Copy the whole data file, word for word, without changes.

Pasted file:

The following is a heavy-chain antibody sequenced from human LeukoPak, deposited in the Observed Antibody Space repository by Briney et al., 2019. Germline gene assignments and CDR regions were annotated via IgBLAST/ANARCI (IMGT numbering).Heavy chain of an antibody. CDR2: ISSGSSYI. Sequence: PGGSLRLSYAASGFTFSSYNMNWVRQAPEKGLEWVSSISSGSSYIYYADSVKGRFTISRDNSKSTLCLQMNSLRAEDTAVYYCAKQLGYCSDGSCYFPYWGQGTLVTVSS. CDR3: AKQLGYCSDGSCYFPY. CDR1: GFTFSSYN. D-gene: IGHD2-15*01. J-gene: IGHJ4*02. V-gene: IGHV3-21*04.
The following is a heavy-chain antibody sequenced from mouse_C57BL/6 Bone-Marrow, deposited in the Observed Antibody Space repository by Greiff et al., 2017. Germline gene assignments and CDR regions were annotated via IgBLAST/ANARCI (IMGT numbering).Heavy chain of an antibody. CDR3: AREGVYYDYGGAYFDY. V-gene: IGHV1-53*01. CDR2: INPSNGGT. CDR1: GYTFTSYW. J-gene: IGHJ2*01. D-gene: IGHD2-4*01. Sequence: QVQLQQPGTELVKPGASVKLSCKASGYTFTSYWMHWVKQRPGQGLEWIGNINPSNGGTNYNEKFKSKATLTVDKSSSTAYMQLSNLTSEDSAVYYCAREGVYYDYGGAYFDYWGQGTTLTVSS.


The following is a heavy-chain antibody sequenced from human LeukoPak, deposited in the Observed Antibody Space repository by Briney et al., 2019. Germline gene assignments and CDR regions were annotated via IgBLAST/ANARCI (IMGT numbering).Heavy chain of an antibody. CDR2: ISSGSSYI. Sequence: PGGSLRLSYAASGFTFSSYNMNWVRQAPEKGLEWVSSISSGSSYIYYADSVKGRFTISRDNSKSTLCLQMNSLRAEDTAVYYCAKQLGYCSDGSCYFPYWGQGTLVTVSS. CDR3: AKQLGYCSDGSCYFPY. CDR1: GFTFSSYN. D-gene: IGHD2-15*01. J-gene: IGHJ4*02. V-gene: IGHV3-21*04.
The following is a heavy-chain antibody sequenced from mouse_C57BL/6 Bone-Marrow, deposited in the Observed Antibody Space repository by Greiff et al., 2017. Germline gene assignments and CDR regions were annotated via IgBLAST/ANARCI (IMGT numbering).Heavy chain of an antibody. CDR3: AREGVYYDYGGAYFDY. V-gene: IGHV1-53*01. CDR2: INPSNGGT. CDR1: GYTFTSYW. J-gene: IGHJ2*01. D-gene: IGHD2-4*01. Sequence: QVQLQQPGTELVKPGASVKLSCKASGYTFTSYWMHWVKQRPGQGLEWIGNINPSNGGTNYNEKFKSKATLTVDKSSSTAYMQLSNLTSEDSAVYYCAREGVYYDYGGAYFDYWGQGTTLTVSS.